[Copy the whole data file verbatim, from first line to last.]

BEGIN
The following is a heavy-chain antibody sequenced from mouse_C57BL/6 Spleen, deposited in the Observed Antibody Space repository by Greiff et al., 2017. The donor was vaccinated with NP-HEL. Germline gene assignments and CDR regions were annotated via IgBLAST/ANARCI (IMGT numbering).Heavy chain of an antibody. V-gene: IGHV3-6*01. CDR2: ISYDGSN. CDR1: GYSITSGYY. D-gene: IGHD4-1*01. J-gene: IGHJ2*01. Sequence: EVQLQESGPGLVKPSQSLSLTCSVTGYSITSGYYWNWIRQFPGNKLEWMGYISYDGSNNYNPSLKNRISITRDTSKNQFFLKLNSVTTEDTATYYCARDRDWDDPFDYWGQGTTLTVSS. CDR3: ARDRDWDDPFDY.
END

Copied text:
The following is a heavy-chain antibody sequenced from mouse_C57BL/6 Spleen, deposited in the Observed Antibody Space repository by Greiff et al., 2017. The donor was vaccinated with NP-HEL. Germline gene assignments and CDR regions were annotated via IgBLAST/ANARCI (IMGT numbering).Heavy chain of an antibody. V-gene: IGHV3-6*01. CDR2: ISYDGSN. CDR1: GYSITSGYY. D-gene: IGHD4-1*01. J-gene: IGHJ2*01. Sequence: EVQLQESGPGLVKPSQSLSLTCSVTGYSITSGYYWNWIRQFPGNKLEWMGYISYDGSNNYNPSLKNRISITRDTSKNQFFLKLNSVTTEDTATYYCARDRDWDDPFDYWGQGTTLTVSS. CDR3: ARDRDWDDPFDY.